Dancing with Conscious Beings

This is such a beautiful article and well worth a read!

Tango with Horses

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Horses are sensitive.  They are cognitive, meaning they are capable of acquiring knowledge and understanding through thought, experience, and the senses (Oxford dictionary definition). They are sentient.  They are conscious.  (There is an interesting philosophical history of these terms on Wikipedia should you be interested. )

On July 7, 2012 a group of neuroscientists met at Cambridge to discuss the overwhelming amount of research that has been done that proves that non-human animals are conscious in a way very similar to humans.  Witnessed by Stephen Hawking, these prominent scientists signed a document entitled The Cambridge Declaration on Consciousness, stating:

“Convergent evidence indicates that non-human animals have the neuroanatomical, neurochemical, and neurophysiological substrates of conscious states along with the capacity to exhibit intentional behaviors. Consequently, the weight of evidence indicates that humans are not unique in possessing the neurological substrates that generate consciousness. Non-human animals, including all mammals and birds…

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Applied Zoopharmacognosy session with Kali – 29 January 2016

self selection

I recently booked Kali in for her second Zoopharmacognosy session with the lovely Kim Matthews.  Kali is a rescued Cornish Rex cat who has some ‘issues’.  She is typical of her breed and so is rather ‘high maintenance’!  The challenging part, though, is that she tends to get stressed and to regurgitate her food.  We’ve had her fully investigated by a number of vets, including the wonderful Holistic Vet, Nick Thompson, and it has been confirmed that Kali is in good general health, is not intolerant to her food (she is now on a raw food diet) and does not suffer from mega oesophagus.  It definitely appears that her issues are purely stress related.  Having tried her on conventional medicines and homeopathy with no improvement, and having attended some amazing workshops with Rachel Windsor-Knott of My Animal Matters, I decided to try zoopharmacognosy to see if Kali had any particular needs that she herself would like to express.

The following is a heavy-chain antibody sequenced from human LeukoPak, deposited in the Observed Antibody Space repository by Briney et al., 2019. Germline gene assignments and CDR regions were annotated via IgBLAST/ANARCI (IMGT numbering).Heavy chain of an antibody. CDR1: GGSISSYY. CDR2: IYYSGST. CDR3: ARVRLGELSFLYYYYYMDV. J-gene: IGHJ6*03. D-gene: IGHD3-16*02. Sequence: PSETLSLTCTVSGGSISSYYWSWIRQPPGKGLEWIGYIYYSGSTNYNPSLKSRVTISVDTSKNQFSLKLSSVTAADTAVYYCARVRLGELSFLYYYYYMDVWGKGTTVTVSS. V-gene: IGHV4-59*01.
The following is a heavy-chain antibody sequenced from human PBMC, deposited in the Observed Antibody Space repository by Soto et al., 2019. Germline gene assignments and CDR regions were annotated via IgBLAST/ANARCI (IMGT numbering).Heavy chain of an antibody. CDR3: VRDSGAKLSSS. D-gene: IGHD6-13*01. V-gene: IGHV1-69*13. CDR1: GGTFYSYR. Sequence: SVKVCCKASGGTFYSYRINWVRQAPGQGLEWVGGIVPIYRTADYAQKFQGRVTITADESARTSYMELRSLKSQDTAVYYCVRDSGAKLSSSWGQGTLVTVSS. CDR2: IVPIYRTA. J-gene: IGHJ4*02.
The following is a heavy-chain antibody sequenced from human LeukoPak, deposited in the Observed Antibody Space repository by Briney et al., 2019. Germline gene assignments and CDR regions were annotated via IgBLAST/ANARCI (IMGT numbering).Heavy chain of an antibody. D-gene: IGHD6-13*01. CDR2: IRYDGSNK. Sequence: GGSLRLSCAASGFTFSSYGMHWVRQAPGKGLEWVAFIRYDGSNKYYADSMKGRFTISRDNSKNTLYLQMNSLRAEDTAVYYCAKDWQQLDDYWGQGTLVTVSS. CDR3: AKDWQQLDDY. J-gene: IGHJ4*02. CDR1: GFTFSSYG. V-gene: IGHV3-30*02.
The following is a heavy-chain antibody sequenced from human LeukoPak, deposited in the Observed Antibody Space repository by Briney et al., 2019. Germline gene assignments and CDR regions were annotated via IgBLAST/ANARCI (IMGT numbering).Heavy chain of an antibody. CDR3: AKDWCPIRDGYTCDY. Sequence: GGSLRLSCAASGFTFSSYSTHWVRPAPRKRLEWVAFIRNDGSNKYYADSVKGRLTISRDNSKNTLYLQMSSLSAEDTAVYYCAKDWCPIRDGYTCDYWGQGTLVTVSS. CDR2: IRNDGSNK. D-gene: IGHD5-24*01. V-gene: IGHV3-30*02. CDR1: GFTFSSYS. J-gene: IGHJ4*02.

Both sessions started in a similar way with Kali taking some time to settle and tune in.  This was not entirely unexpected.  For practical reasons the best place to hold the sessions was in my cabin, however the wind and the sight and sound of the birds in the garden were a distraction at first.  Also, it was all too new for Kali and she didn’t know what to make of it all.  Kim laid out a ‘herb garden’ for her and offered some oils.  Kali explored everything but didn’t show any particular interest.  Then Kim offered her some Cornflower Water, which can help some animals to focus, and suddenly there was a subtle shift and Kali was able to give us more of her attention.

cornflower water

During the first session, Kali chose to spend some time with the catnip.  This was amazing to me as she’s never showed any interest in catnip before.  (In the time between the 2 sessions I have placed catnip around the house and have occasionally seen her sniff and even eat some of it.  Apparently when cats ingest the catnip they are doing so because of its calming effect.)